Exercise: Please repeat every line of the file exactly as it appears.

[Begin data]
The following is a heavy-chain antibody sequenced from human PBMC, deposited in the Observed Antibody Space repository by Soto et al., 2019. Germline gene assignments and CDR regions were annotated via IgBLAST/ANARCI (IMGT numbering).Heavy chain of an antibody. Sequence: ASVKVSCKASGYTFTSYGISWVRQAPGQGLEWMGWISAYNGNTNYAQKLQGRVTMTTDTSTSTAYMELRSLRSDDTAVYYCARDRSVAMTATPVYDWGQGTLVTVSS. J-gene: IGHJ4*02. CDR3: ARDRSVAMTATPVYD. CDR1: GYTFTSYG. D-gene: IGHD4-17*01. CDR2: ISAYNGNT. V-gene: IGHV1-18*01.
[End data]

The following is a heavy-chain antibody sequenced from human PBMC, deposited in the Observed Antibody Space repository by Soto et al., 2019. Germline gene assignments and CDR regions were annotated via IgBLAST/ANARCI (IMGT numbering).Heavy chain of an antibody. Sequence: ASVKVSCKASGYTFTSYGISWVRQAPGQGLEWMGWISAYNGNTNYAQKLQGRVTMTTDTSTSTAYMELRSLRSDDTAVYYCARDRSVAMTATPVYDWGQGTLVTVSS. J-gene: IGHJ4*02. CDR3: ARDRSVAMTATPVYD. CDR1: GYTFTSYG. D-gene: IGHD4-17*01. CDR2: ISAYNGNT. V-gene: IGHV1-18*01.